I won’t go to into the weeds here, but Red Beans & Rice is a dish that was traditionally served on Mondays in Louisiana, since Mondays were the day women would do the wash and planned to spend most of the day scrubbing their clothes, not cooking. They would use the Pork bones from Sunday night’s dinner and create a stew from those pork scraps where they’d throw in celery, onion, bell pepper, spices, and beans. It would sit all day long and absorb and create all the amazing flavors from the pork bones. Often time meat was also added, specifically andouille sausage or ham.
Even though Mondays aren’t wash days anymore like they used to be, this dish is sometimes a Monday special, or just an everyday special you can find on the menu in most restaurants in Louisiana.
And, that’s how this dish came to be.
Things You Should Know
Now, I used to use a LOT of ingredients in making this dish, and it still calls for a good amount – but I have learned some secrets and cheats along the way.
Before, I used to use white vinegar, soy sauce, Worcestershire, liquid smoke, cayenne, Tabasco, & tomato paste. I learned most of these ingredients and more are in Buffalo Hot Sauce, so I just use 3 tablespoons of that (I’d advise start with 2 and see if you need more) and 2 tablespoons of Ketchup. You could probably sub out the Buffalo Hot Sauce for Louisiana hot sauce, cholula, or any other pepper sauce of your preference.
You really should let this stew for a couple of hours at least. The flavors melding together is what makes this dish so special. If you can stand it, try to hold out and let it simmer for as long as possible. I will warn you though, it’s hard to do that, because it smells and tastes SO good.
The amount you will make if you follow this recipe should give you a couple of day’s worth of meals. This dish tastes maybe even better the next day.
Red Beans & Rice has basically become a part of me like no other food ever has. If you’ve never tried it, I really hope I can convince you to give it a shot with this post.
- 2 tablespoons butter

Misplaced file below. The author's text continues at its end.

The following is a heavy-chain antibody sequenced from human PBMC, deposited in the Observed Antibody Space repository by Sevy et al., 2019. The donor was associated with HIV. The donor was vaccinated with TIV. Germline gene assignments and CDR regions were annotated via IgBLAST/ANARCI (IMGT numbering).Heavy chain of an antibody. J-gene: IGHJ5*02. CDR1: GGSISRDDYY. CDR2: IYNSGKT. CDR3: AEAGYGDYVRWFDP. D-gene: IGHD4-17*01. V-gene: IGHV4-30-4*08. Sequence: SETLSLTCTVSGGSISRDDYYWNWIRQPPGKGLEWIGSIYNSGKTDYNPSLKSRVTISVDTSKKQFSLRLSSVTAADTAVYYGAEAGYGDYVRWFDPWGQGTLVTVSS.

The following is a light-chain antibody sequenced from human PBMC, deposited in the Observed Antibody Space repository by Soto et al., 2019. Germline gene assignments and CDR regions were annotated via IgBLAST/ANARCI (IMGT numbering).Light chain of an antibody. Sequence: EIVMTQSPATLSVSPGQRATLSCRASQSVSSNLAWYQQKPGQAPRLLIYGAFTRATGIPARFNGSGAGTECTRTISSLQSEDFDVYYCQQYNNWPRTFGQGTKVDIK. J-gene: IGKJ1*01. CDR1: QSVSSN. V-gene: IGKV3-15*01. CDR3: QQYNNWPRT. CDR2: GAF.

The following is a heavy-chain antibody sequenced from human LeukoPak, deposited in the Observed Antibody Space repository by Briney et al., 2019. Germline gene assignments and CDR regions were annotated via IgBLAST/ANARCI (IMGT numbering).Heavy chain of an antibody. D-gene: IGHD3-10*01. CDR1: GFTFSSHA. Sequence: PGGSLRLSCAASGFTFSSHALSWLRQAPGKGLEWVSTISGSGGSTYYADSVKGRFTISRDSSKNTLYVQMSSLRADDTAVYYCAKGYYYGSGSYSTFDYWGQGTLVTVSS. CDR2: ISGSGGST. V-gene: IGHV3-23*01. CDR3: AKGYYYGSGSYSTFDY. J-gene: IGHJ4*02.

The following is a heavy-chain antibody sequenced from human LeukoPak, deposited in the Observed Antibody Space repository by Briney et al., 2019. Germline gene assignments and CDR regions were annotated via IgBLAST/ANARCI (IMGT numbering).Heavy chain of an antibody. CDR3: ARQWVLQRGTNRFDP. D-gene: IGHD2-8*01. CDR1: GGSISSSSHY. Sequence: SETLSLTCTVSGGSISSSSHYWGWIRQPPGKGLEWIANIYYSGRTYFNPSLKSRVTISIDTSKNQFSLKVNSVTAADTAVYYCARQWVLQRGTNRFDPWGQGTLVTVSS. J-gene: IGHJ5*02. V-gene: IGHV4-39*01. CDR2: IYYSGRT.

- 3 15 oz cans red beans, rinsed
- 4 cups vegetable stock
- 3 cloves garlic, chopped
- 1 red onion, chopped
- 1 bell pepper, chopped
- 2 ribs celery, chopped
- 1/2 tsp salt
- 1/4 tsp white pepper
- 1 tsp smoked paprika
- 2-3 tbsp buffalo or other hot sauce
- 2 tbsp ketchup
- 2 bay leaves, removed
- 1 sprig of thyme, removed
- 2 cups rice, cooked
- 1 tbsp green onions, for garnish
- Open, drain, and rinse off the 3 cans of beans.
- In a heavy stock pot, add 2 cans of beans and half of the stock/liquid (2 cups) and let sit in liquid for 10 minutes with no heat.
- After 10 minutes, bring beans to a boil over medium heat and let cook for 20 minutes while you prepare the other ingredients.
- Chop your onion, bell pepper, garlic, and celery. You might opt to use a food processor for this as these items should be chopped as small as possible.
- Heat butter on med-high in skillet, add vegetables and garlic to skillet and cook until soft (about 5 minutes).
- Mash your beans into a soup/stew and then add vegetables.
- Add the additional can of beans but do not mash these in so that you have some whole beans in the stew.
- Add spices/sauces/ketchup and taste. If you need more of anything, add it.
- Add bay leaves & thyme on the top, so that these are immersed but not mixed in.
- Simmer pot on low for 2 hours or so, adding liquid and stirring as needed (I will usually need almost all of the box of stock to keep the consistency like a thick soup/stew)
- At this point, you can simmer it longer or you can eat it once your rice is done - but the best flavor comes out the longer this simmers.
- Make rice before serving, per instructions on rice package.
- Before serving, remove bay leaves and thyme.
- Serve in a bowl with rice scooped in the middle, garnish with onions or parsley and serve with bread.
The end result should have a salty, smokey flavor to it. If it doesn't, add more salt and/or liquid smoke, starting in half teaspoon increments and adding more to your taste preference.
Rice can be white or brown, or flavored if you like flavored rice.
You can garnish with parsley or green onions.
A good, crusty bread, is nice to have with this meal for dipping.
To make the meat version of this dish, make these adjustments:
- Cook the vegetables in bacon fat (optional)
- Use chicken stock or bone broth instead of vegetable stock
- Use butter or bacon fat, and brown the meat of your choice in skillet, then add to the stock pot after all other ingredients have been added. Allow to simmer with other ingredients for a few hours.
Nutrition InformationYield 4 Serving Size 1
Amount Per Serving Calories 675Total Fat 11gSaturated Fat 5gTrans Fat 0gUnsaturated Fat 4gCholesterol 33mgSodium 1159mgCarbohydrates 110gFiber 23gSugar 8gProtein 37g
This nutrition information is provided as a courtesy and is an estimate only. This information comes from online calculators. Although alteredrecipe.com attempts to provide accurate nutritional information, these figures are only estimates.